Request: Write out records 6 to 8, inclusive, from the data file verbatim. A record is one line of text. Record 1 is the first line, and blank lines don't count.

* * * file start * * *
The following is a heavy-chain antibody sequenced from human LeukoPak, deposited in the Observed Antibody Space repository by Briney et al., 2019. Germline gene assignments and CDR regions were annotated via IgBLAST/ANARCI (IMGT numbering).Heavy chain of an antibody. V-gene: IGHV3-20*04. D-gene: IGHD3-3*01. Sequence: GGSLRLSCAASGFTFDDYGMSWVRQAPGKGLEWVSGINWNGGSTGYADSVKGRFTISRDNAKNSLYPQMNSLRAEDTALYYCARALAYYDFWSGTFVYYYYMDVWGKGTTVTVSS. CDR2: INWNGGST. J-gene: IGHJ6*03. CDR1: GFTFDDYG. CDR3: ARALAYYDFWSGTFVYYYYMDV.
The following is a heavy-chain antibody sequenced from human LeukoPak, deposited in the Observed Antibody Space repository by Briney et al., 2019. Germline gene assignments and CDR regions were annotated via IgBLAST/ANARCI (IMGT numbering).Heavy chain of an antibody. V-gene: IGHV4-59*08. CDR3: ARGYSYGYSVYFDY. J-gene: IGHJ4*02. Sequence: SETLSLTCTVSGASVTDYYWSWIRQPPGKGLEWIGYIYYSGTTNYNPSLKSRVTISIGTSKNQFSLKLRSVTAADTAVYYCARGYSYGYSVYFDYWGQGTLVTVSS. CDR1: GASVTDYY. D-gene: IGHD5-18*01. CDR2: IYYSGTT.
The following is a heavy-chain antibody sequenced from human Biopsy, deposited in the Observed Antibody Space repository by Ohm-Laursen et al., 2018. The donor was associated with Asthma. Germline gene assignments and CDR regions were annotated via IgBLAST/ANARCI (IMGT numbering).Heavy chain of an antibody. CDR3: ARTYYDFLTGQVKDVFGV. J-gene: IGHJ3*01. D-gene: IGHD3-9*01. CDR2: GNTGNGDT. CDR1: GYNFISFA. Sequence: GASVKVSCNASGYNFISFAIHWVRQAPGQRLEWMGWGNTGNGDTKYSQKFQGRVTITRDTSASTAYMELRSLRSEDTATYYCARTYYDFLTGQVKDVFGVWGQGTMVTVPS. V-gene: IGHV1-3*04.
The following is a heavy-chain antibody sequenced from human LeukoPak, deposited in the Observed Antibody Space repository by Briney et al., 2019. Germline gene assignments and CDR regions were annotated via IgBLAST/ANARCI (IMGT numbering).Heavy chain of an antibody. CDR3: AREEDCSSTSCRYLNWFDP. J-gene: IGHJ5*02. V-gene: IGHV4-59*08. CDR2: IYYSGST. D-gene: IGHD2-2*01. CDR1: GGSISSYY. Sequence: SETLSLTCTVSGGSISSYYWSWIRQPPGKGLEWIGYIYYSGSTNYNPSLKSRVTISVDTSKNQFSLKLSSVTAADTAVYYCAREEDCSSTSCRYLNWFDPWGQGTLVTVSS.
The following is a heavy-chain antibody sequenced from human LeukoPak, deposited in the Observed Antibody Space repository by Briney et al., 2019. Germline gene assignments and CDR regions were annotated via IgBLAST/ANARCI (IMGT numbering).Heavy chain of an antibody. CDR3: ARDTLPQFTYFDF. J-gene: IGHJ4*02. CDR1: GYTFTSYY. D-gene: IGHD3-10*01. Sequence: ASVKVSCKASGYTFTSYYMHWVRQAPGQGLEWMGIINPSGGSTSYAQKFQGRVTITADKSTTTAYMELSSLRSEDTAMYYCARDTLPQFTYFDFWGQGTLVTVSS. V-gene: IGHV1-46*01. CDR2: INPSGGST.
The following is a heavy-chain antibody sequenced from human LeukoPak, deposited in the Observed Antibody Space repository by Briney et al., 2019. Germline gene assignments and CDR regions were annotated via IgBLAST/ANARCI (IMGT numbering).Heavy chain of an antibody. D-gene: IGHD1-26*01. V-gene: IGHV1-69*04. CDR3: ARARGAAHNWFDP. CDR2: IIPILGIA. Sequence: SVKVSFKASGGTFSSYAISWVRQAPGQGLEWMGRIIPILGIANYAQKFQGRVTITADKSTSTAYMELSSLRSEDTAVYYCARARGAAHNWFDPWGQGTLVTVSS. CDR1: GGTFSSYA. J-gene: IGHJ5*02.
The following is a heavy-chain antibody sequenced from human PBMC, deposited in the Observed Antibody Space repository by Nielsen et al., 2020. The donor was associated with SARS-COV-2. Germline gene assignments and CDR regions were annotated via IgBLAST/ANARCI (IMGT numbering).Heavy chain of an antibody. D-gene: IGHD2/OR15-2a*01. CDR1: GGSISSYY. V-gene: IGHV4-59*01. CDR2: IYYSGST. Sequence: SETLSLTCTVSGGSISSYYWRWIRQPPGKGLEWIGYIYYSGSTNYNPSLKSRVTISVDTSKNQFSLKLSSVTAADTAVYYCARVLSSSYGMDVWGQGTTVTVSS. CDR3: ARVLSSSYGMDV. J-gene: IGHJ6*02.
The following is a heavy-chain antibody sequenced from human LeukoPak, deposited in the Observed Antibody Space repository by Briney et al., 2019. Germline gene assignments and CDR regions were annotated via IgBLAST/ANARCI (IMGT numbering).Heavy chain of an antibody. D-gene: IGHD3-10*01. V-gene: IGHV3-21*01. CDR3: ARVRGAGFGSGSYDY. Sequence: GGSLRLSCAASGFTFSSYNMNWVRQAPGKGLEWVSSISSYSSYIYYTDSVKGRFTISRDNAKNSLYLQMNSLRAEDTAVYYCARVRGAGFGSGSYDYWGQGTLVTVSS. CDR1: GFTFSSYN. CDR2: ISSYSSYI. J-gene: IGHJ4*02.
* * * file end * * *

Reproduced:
The following is a heavy-chain antibody sequenced from human LeukoPak, deposited in the Observed Antibody Space repository by Briney et al., 2019. Germline gene assignments and CDR regions were annotated via IgBLAST/ANARCI (IMGT numbering).Heavy chain of an antibody. D-gene: IGHD1-26*01. V-gene: IGHV1-69*04. CDR3: ARARGAAHNWFDP. CDR2: IIPILGIA. Sequence: SVKVSFKASGGTFSSYAISWVRQAPGQGLEWMGRIIPILGIANYAQKFQGRVTITADKSTSTAYMELSSLRSEDTAVYYCARARGAAHNWFDPWGQGTLVTVSS. CDR1: GGTFSSYA. J-gene: IGHJ5*02.
The following is a heavy-chain antibody sequenced from human PBMC, deposited in the Observed Antibody Space repository by Nielsen et al., 2020. The donor was associated with SARS-COV-2. Germline gene assignments and CDR regions were annotated via IgBLAST/ANARCI (IMGT numbering).Heavy chain of an antibody. D-gene: IGHD2/OR15-2a*01. CDR1: GGSISSYY. V-gene: IGHV4-59*01. CDR2: IYYSGST. Sequence: SETLSLTCTVSGGSISSYYWRWIRQPPGKGLEWIGYIYYSGSTNYNPSLKSRVTISVDTSKNQFSLKLSSVTAADTAVYYCARVLSSSYGMDVWGQGTTVTVSS. CDR3: ARVLSSSYGMDV. J-gene: IGHJ6*02.
The following is a heavy-chain antibody sequenced from human LeukoPak, deposited in the Observed Antibody Space repository by Briney et al., 2019. Germline gene assignments and CDR regions were annotated via IgBLAST/ANARCI (IMGT numbering).Heavy chain of an antibody. D-gene: IGHD3-10*01. V-gene: IGHV3-21*01. CDR3: ARVRGAGFGSGSYDY. Sequence: GGSLRLSCAASGFTFSSYNMNWVRQAPGKGLEWVSSISSYSSYIYYTDSVKGRFTISRDNAKNSLYLQMNSLRAEDTAVYYCARVRGAGFGSGSYDYWGQGTLVTVSS. CDR1: GFTFSSYN. CDR2: ISSYSSYI. J-gene: IGHJ4*02.